North Sulawesi Babirusa, Babyrousa celebensis

The North Sulawesi babiruse (Babyrousa celebensis) is an animal that resembles a pig. It is native to the northern areas of Sulawesi and to the Lembeh Islands found in Indonesia. It prefers a habitat near rivers or lakes, in tropical forests or canebrakes. Both its common and scientific name is derived from the local Malay term, which translates to “pig-deer”. It is thought that the Babyrousinae subfamily branched off the warthog family during the Miocene or late Oligocene period. Although it has been considered a subspecies of Babyrousa babyrussa, new studies have shown that it may be distinct from that species in that it differs physically and geographically.

The North Sulawesi babiruse can reach an average body length between 2.7 feet and 3.5 feet, with a weight of up to 220 pounds. It is typically grey in color, with little to no hair, with a long tail that bares a small tuft of fur. Males have strong tusks that curve up, while females and young individuals lack the well-developed upper canine tusks.

The North Sulawesi babiruse has three stomachs, so was once thought to be a ruminant. Because of this and its split hooves, it was not known whether the animal was kosher, or permissible to eat in Halakha or Jewish law. Because it is not a true ruminate, it is not kosher to eat.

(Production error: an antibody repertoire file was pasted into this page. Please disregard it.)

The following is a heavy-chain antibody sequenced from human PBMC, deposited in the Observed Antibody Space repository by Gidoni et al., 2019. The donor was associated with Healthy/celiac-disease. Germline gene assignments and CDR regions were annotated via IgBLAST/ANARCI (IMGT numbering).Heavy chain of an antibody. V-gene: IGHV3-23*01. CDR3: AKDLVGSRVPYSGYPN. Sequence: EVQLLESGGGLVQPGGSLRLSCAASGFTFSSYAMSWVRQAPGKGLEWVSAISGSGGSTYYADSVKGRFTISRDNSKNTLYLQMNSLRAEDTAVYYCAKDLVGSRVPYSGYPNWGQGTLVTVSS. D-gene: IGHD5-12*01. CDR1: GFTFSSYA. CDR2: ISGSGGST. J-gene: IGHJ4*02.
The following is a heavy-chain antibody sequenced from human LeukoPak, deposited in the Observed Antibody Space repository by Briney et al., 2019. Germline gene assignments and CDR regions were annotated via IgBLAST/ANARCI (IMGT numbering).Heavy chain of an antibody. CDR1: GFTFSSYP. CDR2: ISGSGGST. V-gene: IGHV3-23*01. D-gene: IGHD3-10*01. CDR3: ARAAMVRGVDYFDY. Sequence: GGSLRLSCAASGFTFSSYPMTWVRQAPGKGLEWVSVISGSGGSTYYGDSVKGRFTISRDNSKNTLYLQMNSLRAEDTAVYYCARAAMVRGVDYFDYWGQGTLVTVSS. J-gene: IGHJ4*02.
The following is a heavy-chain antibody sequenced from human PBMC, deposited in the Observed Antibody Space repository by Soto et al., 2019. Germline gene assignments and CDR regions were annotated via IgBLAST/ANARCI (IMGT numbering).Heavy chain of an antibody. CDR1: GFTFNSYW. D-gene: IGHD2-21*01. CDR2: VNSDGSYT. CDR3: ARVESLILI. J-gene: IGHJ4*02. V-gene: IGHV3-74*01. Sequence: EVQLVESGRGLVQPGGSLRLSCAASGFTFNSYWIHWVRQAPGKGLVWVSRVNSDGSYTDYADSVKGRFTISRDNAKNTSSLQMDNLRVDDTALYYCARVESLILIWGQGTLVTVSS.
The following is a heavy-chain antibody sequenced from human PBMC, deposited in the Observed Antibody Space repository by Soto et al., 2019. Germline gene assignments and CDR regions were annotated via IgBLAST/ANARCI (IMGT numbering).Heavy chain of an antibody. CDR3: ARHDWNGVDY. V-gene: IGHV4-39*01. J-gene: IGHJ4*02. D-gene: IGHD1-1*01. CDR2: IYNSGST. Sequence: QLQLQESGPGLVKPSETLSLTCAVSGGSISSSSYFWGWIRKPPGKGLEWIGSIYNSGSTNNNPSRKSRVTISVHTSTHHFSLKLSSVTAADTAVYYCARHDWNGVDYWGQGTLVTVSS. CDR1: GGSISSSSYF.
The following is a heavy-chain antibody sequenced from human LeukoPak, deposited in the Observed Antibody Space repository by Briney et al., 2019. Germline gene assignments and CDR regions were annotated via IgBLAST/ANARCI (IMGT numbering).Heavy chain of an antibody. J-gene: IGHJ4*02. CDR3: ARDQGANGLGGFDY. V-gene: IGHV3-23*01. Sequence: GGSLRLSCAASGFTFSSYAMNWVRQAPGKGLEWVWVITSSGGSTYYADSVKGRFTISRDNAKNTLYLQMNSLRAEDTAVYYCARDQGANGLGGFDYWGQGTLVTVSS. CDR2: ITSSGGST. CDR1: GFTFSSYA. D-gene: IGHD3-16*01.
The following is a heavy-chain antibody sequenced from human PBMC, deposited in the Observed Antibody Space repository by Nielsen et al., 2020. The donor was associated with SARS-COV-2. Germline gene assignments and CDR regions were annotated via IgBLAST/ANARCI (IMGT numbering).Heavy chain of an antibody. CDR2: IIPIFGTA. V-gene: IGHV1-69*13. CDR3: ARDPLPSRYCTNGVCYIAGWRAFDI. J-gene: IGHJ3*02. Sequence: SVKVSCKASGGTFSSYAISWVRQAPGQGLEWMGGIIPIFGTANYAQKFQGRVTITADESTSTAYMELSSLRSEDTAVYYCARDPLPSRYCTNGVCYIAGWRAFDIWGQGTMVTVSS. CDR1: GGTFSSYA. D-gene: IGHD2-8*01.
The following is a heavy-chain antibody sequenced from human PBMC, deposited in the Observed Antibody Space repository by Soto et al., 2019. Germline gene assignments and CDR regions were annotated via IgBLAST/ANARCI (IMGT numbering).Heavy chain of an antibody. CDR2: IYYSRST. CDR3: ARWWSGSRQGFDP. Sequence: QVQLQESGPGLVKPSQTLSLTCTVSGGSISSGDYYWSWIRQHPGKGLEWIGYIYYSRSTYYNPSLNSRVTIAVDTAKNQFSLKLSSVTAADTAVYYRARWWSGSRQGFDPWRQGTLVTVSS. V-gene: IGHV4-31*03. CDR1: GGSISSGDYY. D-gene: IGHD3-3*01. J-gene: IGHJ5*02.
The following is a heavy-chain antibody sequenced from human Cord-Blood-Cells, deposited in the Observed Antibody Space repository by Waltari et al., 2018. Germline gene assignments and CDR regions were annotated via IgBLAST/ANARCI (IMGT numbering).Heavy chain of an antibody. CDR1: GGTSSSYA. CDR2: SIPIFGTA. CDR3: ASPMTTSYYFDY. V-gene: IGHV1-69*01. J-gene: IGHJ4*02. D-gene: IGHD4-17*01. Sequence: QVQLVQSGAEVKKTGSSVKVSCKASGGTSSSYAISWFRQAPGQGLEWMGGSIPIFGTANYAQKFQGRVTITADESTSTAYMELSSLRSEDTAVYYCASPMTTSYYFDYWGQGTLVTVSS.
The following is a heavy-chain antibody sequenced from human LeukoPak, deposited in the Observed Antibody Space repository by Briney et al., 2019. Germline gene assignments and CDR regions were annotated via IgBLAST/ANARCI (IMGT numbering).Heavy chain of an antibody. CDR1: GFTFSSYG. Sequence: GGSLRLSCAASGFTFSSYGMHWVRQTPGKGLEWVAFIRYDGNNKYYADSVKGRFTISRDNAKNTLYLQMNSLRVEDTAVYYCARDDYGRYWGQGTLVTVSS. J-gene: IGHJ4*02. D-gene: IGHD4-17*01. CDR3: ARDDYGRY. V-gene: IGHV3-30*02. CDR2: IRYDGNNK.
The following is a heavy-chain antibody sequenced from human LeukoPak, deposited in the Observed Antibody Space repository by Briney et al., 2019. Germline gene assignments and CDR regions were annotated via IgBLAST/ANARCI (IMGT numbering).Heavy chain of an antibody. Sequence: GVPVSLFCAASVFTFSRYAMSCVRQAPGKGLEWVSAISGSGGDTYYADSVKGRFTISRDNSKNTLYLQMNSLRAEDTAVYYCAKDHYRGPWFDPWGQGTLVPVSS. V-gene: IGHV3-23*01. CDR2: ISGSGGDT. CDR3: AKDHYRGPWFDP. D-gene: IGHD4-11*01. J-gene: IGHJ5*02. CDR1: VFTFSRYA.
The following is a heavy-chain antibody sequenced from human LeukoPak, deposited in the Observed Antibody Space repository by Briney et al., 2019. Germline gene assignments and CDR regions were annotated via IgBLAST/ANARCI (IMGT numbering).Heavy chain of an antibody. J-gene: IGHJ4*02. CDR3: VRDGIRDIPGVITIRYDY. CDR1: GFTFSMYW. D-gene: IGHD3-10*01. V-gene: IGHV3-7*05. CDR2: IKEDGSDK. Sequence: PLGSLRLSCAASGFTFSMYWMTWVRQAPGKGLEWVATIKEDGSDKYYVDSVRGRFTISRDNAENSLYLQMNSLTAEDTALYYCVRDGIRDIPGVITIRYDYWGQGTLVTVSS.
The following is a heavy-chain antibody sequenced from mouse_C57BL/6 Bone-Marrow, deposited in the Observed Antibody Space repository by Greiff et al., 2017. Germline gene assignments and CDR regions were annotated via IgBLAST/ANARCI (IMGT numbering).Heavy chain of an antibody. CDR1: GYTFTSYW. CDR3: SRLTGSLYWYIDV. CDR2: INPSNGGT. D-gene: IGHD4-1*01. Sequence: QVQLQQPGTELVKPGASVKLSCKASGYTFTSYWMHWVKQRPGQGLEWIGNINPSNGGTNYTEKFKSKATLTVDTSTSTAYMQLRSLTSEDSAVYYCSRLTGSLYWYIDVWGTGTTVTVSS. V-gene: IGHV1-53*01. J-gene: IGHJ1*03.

In most areas where it occurs in captivity, inbreeding is common, but in the Bronx Zoo, breeding has been very successful. It has also been bred in South Lakes Wild Animal Park and Chester Zoo, among other areas. In the Copenhagen Zoo, hybrids were accidentally created when one North Sulawesi babiruse interbred with a domestic pig, resulting in variously colored pigs that had the tusks of the babiruse.  It is threatened by habitat loss and hunting, and appears on the IUCN Red List with a conservation status of “Vulnerable”.

Image Caption: North Sulawesi babirusa (Babyrousa celebensis). Credit: Masteraah/Wikipedia (CC BY-SA 2.0)